– Route 4. Jog to MLK at Jackson, and turn on Massachusetts to get to thIs new transit center.

        – Route 8. Stay on 23rd south of Jackson all the way to Walker, the turn up Walker to MLK and lay over somewhere south of Mt Baker Station.

        – Route 48. Leave it essentially alone except layover underneath Mt Baker Station.

        – One eventual possibility is to bring the FHSC to this new transit center. But that’s a streetcar system restructuring and is another can of worms.

        Once vacated, the Mt Baker Transit Center site can be redeveloped in a few different ways.

        The tough thing about restructuring in this area is that changing one thing means changing other things. Trolley wire may also be needed. I’d like to see Metro get serious about the restructuring this year and next rather than sit on their hands until just before the opening.

      6. A lot here. For moving Mt. Baker TC, I think that it should just be moved closer to the Mt. Baker Link Station (which looks like it’s in the plans for when they redo the MLK/Rainier interchange). I do not think Judkins Park Station is a good place for a transit center like that. There isn’t a ton of space there, especially in good proximity to the actual station, and funneling buses through access points on Rainier and 23rd both provide good access to the station, and those paths don’t converge well. Mt. Baker, on the other hand, is a very natural convergence of corridors and has a Link station, so it makes sense to have a transit center there, and one that is actually good.

        As for the streetcar, I have had some thoughts about a ROW-dedicated extension that makes it decent to good for most trips and best leveraging the sunk cost of the FHSC, without being a total waste of money. The idea I had was branching the FHSC out to Mt. Baker, and splitting the line at 14th/Jackson. One line (with the Center City Connector complete) would run from SLU to Mt. Baker via Jackson, and the other line would be Capitol Hill to Mt. Baker via Broadway (and both lines run on Rainier from Jackson to MBS). Make them both frequent, and you have good reasonably grid-like streetcar lines that double up from MBS to Jackson.

        Then through-route the 7 with the 48 (like the original RR+ plan was). Move the 14 to Yesler until 14th, then switch to Jackson (doubling up the 27 and 14 from downtown to Yesler Terrace, and serving Jackson and Yesler at half frequency further east). After Mt. Baker, run the 106 express until Boren and James (with a stop at JPS), and then serve local stops on Boren until SLU. Lots of forced transfers, but also lots of frequency, double+ frequency between MBS and JPS, a transit grid and individual streetcar lines have a clear direction.

      7. A restructure in the greater Central Area (everything in Seattle with an “East” in the address) should occur once Madison BRT is built. The station at Judkins Park is nice, but it doesn’t fundamentally change the area (it is a smaller change than Madison BRT). For the most part, the buses that go by Judkins just keep going by Judkins.

        In contrast, Madison BRT changes the area. The 11 and 12 no longer make sense as currently routed. The 43 is no longer needed. Changes like the one we’re discussing here (a bus on Boren) make more sense than ever (it would run perpendicular to the Madison bus). You actually have two grids, on top of each other; the first follows the cardinal directions, the second goes roughly 45% from it (including Madison, and Boren). But there are a lot of considerations. I couldn’t even come up with a single proposal — my map has two options, and there are a lot of routes on there that I’m not that confident about.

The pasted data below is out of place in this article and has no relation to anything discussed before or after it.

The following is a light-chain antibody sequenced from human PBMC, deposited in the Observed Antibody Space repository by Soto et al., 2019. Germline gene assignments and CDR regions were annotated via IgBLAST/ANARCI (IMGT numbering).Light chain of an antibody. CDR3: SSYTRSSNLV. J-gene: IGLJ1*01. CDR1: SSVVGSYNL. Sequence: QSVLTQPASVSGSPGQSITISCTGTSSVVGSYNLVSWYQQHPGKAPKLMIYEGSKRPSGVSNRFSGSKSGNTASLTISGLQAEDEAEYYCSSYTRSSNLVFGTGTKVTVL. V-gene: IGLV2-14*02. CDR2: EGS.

3. You miss part of the story on Route 8. There was a railroad crossing on Denny Way that buses could not traverse. When that was fixed, Route 8 could become a reality.

  11. The 48 was started about 1970 in response to social justice activism. Previously there was no north/south bus service on 23rd Avenue other than the 4 Montlake. The 4 ran on Madison to 23rd and then to the U District. In the early days the 48 ran from Franklin High School to the University District and it was operated with ancient, gasoline powered Twin Coaches that could barely make it from Montlake to the top of the hill.

    1. No bus service on 23rd? Damned racists not giving black people bus service from the Rainier Valley to the U District in the early to mid 1900’s! Oh wait. I just remembered. The Rainier Valley was whiter than Kirkland before 1940. Scratch that theory.

      1. Your statements are not even close to true. If you look at the redline maps of Seattle from the 1930s, it’s clear that the 12 East Cherry and 12 – 26th Ave South (established in 1941) were clearly designed to stay within the redline boundaries.

        And Kirkland–a beacon of diversity. Give me a break!

    2. Thanks for the historical context. I had no idea that the bulk of the CD had been so poorly serviced by the transit agency in those prior decades. That route 4 of which you speak bypassed most of the CD if that was indeed the route.

    3. Man, hard to see how this evolved into the current 4. I thought the 4 was a longstanding/obsolete route. Was this also pre-43 then (because it sounds broadly similar to today’s 43)? Or did the 4 not go downtown?

      1. This may be a bit confusing, but:
        today’s 3 Madrona/34th and 4 Judkins Park routes were once known as the 12 East Cherry and 12 – 26th Ave South.

        The old 4 Montlake was thru-routed to the 4 East Queen Anne and the 3 North Queen Anne was thru-routed to the 3 Jefferson Park.